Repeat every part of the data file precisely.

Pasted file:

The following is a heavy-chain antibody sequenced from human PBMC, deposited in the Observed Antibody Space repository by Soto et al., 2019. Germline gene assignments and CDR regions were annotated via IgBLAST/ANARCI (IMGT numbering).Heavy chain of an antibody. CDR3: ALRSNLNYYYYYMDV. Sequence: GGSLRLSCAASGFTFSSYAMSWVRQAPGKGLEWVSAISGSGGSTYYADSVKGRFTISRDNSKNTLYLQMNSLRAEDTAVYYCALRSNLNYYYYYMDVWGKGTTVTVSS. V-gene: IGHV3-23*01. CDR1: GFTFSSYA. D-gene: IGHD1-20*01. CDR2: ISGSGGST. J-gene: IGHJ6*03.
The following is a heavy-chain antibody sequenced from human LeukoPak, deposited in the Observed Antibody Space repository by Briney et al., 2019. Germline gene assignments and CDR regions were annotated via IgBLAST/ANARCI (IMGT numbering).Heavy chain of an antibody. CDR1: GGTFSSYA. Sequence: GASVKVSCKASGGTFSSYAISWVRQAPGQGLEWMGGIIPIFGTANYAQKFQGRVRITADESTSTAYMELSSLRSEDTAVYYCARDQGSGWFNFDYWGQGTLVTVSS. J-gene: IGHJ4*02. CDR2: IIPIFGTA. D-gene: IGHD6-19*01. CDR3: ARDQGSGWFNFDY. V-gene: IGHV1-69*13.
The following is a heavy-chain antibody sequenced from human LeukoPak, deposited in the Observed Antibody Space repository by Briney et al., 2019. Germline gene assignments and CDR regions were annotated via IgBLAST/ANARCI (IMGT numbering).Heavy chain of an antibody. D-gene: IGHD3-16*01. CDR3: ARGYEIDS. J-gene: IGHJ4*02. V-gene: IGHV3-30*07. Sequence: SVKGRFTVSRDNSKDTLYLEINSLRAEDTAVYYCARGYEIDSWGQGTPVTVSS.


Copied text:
The following is a heavy-chain antibody sequenced from human PBMC, deposited in the Observed Antibody Space repository by Soto et al., 2019. Germline gene assignments and CDR regions were annotated via IgBLAST/ANARCI (IMGT numbering).Heavy chain of an antibody. CDR3: ALRSNLNYYYYYMDV. Sequence: GGSLRLSCAASGFTFSSYAMSWVRQAPGKGLEWVSAISGSGGSTYYADSVKGRFTISRDNSKNTLYLQMNSLRAEDTAVYYCALRSNLNYYYYYMDVWGKGTTVTVSS. V-gene: IGHV3-23*01. CDR1: GFTFSSYA. D-gene: IGHD1-20*01. CDR2: ISGSGGST. J-gene: IGHJ6*03.
The following is a heavy-chain antibody sequenced from human LeukoPak, deposited in the Observed Antibody Space repository by Briney et al., 2019. Germline gene assignments and CDR regions were annotated via IgBLAST/ANARCI (IMGT numbering).Heavy chain of an antibody. CDR1: GGTFSSYA. Sequence: GASVKVSCKASGGTFSSYAISWVRQAPGQGLEWMGGIIPIFGTANYAQKFQGRVRITADESTSTAYMELSSLRSEDTAVYYCARDQGSGWFNFDYWGQGTLVTVSS. J-gene: IGHJ4*02. CDR2: IIPIFGTA. D-gene: IGHD6-19*01. CDR3: ARDQGSGWFNFDY. V-gene: IGHV1-69*13.
The following is a heavy-chain antibody sequenced from human LeukoPak, deposited in the Observed Antibody Space repository by Briney et al., 2019. Germline gene assignments and CDR regions were annotated via IgBLAST/ANARCI (IMGT numbering).Heavy chain of an antibody. D-gene: IGHD3-16*01. CDR3: ARGYEIDS. J-gene: IGHJ4*02. V-gene: IGHV3-30*07. Sequence: SVKGRFTVSRDNSKDTLYLEINSLRAEDTAVYYCARGYEIDSWGQGTPVTVSS.